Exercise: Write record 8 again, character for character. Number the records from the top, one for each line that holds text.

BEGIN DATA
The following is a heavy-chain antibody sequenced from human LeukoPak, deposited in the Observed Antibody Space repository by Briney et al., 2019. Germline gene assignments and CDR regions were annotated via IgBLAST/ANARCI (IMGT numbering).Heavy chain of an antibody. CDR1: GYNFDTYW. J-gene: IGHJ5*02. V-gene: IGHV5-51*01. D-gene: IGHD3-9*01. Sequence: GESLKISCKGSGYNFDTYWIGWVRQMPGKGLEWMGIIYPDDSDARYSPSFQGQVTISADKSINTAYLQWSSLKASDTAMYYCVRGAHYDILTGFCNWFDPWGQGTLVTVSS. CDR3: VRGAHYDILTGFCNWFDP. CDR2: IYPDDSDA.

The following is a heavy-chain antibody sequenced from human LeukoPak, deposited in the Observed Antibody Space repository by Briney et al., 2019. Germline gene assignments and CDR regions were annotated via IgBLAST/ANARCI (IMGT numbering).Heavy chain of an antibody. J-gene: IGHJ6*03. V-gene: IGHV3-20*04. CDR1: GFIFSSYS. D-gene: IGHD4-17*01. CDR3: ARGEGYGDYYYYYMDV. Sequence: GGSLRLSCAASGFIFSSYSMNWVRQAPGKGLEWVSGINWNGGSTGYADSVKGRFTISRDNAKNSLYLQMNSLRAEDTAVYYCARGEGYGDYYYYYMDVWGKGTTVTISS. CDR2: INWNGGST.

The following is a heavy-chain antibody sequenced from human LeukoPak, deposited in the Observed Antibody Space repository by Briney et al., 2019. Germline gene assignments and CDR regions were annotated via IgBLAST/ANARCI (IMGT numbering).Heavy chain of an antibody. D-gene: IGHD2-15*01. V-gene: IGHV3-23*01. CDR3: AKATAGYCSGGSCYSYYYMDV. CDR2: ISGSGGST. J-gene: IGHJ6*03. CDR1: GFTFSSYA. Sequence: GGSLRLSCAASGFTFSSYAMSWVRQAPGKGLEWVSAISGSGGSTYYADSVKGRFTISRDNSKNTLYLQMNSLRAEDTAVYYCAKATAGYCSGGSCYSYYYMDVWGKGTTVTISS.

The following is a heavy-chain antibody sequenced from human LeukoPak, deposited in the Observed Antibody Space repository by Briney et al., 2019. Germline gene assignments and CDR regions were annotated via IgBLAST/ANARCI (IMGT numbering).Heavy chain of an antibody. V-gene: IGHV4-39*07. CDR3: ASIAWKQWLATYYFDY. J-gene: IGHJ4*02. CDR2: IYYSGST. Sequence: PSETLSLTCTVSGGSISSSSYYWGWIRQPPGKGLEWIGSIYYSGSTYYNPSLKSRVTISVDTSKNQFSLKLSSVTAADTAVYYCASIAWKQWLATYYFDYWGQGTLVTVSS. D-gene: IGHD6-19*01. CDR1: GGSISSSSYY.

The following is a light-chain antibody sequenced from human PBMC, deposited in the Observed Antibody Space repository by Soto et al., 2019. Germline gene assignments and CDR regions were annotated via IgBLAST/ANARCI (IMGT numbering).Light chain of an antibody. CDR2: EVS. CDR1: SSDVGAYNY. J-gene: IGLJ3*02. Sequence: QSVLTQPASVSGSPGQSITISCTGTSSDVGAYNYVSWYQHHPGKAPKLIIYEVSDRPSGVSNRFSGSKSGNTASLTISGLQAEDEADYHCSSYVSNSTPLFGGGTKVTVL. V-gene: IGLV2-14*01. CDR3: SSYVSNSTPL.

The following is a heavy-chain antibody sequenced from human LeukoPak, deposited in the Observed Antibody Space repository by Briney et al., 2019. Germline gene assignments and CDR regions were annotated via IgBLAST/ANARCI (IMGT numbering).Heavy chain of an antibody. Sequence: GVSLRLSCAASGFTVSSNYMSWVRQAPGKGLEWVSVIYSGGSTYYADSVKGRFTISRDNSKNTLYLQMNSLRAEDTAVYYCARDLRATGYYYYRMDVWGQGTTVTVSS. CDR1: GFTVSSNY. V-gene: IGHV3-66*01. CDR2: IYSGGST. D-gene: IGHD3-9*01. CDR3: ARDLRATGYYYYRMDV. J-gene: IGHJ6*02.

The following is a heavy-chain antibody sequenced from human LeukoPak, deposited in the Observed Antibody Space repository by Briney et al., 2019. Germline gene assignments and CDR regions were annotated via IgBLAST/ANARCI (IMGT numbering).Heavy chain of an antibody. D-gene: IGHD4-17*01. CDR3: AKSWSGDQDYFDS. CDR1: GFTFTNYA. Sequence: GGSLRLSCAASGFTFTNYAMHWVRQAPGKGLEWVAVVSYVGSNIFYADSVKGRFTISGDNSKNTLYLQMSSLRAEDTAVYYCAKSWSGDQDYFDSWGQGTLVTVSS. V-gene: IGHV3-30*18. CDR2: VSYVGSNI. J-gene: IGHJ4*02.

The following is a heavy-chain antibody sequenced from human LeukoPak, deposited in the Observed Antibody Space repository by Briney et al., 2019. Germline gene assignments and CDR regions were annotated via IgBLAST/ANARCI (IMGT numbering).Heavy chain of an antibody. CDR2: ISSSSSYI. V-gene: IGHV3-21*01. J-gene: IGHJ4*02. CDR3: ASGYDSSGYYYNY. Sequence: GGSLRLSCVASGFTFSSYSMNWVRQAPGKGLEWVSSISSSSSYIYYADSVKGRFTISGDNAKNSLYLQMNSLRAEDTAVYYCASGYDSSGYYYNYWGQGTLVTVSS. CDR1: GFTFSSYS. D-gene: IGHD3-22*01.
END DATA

The following is a heavy-chain antibody sequenced from human LeukoPak, deposited in the Observed Antibody Space repository by Briney et al., 2019. Germline gene assignments and CDR regions were annotated via IgBLAST/ANARCI (IMGT numbering).Heavy chain of an antibody. CDR2: ISSSSSYI. V-gene: IGHV3-21*01. J-gene: IGHJ4*02. CDR3: ASGYDSSGYYYNY. Sequence: GGSLRLSCVASGFTFSSYSMNWVRQAPGKGLEWVSSISSSSSYIYYADSVKGRFTISGDNAKNSLYLQMNSLRAEDTAVYYCASGYDSSGYYYNYWGQGTLVTVSS. CDR1: GFTFSSYS. D-gene: IGHD3-22*01.